The other clinical concomitant of nephropathy is blood pressure. In type 1 diabetes this is normal until microalbuminuria starts to develop although some studies have shown that, on average, patients who go on to develop nephropathy have higher blood pressures when normoalbuminuric (although still well within the normal range). In type 2 diabetes, many patients have hypertension when diagnosed and these individuals are at higher risk of nephropathy. Thus, hypertension is a feature of developing nephropathy in type 1, whereas it may be an initiating factor in type 2 diabetes; it is an exacerbating factor in both.
Patients with nephropathy are at much greater risk of cardiovascular disease. In the UKPDS, annual mortality was over twice and three times higher for those with microalbuminuria or clinical nephropathy respectively compared to their normoalbuminuric comparators. For those with a plasma creatinine > 175 µmol/L and/or on renal replacement therapy, the mortality was 14 times greater. In type 1 diabetes, excess mortality in patients with clinical nephropathy is 10 – 20 times higher than for their age-matched non-proteinuric comparators (Figure 16.1).
This excess mortality explains why many patients with renal impairment do not survive to need dialysis, although with better treatment many more are now doing so.
Stages of nephropathy
An international classification of chronic kidney disease (CKD) has now been widely adopted, but unfortunately it does not map precisely to staging of diabetic nephropathy based upon albuminuria (Table 16.2). The new staging is based upon GFR as estimated (eGFR) from a plasma creatinine concentration using a formula derived from the Modification of Diet in Renal Disease (MDRD) Study.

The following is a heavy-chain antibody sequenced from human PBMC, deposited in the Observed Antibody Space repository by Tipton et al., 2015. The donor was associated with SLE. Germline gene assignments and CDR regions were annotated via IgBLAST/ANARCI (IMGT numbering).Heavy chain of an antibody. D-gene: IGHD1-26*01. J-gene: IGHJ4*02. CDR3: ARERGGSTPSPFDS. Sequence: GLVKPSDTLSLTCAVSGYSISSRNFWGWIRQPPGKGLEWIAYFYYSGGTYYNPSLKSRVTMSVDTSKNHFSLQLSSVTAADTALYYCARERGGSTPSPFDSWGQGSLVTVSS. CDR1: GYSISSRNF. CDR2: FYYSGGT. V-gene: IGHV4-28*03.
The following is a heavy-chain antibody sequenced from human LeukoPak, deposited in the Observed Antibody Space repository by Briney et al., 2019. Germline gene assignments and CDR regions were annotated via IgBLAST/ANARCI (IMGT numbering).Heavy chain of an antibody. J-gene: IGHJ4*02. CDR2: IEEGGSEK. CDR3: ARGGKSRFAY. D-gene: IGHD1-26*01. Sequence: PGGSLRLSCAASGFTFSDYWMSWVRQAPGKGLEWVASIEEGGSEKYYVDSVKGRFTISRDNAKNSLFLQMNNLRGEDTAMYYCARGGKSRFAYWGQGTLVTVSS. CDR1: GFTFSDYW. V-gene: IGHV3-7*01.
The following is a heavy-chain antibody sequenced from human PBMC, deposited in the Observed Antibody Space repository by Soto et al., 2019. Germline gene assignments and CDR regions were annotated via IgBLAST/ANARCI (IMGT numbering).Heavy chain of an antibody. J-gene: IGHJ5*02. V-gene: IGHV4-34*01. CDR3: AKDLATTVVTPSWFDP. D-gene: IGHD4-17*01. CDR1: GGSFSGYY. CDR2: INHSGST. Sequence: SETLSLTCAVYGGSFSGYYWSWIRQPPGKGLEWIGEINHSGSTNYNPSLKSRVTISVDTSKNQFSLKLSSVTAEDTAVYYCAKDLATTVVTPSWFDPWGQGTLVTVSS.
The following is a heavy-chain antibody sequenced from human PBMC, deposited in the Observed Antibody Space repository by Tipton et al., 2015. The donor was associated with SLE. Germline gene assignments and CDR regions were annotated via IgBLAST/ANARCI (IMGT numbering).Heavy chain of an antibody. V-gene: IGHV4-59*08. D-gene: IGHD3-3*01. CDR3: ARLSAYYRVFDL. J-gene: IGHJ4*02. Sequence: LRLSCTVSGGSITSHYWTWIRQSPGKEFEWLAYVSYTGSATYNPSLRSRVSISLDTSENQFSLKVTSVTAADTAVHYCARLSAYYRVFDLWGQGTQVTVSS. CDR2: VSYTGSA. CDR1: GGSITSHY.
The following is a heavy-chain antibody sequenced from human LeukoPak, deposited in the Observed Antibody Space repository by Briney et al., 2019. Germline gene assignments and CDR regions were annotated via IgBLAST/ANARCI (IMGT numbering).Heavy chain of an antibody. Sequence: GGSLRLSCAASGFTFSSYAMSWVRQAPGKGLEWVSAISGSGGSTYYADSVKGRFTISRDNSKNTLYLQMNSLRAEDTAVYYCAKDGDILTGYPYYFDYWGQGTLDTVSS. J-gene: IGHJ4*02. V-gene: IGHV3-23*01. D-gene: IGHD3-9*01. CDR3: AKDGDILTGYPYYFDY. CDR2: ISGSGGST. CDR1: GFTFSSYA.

eGFR (mL/min/1.73 m2) = 175x[serum creatinine (µmol/L) x 0.0113]-1.154 x age (years)-0.203
If female multiply by 0.742.
If African American multiply by 1.21.
This formula uses a serum creatinine assay aligned to an international reference method. It has not been specifically validated in people with diabetes, in other ethnic subgroups such as South Asians or Chinese/Japanese, in children or in pregnancy. Alternative formulae for estimating creatinine clearance (not GFR) exist, such as Cockroft – Gault, and for GFR using serum cystatin C. Both have their advocates but although cystatin C has advantages, it is expensive and not widely available in the UK.
The MDRD eGFR is much less accurate above 60 mL/ min/1.73 m2 and tends to underestimate true GFR below this value. Values below 60 mL/min/1.73 m2 are, however, associated with an increasing cardiovascular mortality in US and UK populations, and more so in those with diabetes. It is therefore now considered as an extra cardiovascular disease risk factor.
Despite its drawbacks as an accurate measure of kidney function, eGFR is useful in alerting the clinician (and patient) to renal impairment that would not be apparent from the serum creatinine concentration alone. This helps to guide therapy (therapeutic dose adjustment or drug avoidance) and also a rapidly declining eGFR should prompt referral for specialist assessment (see later).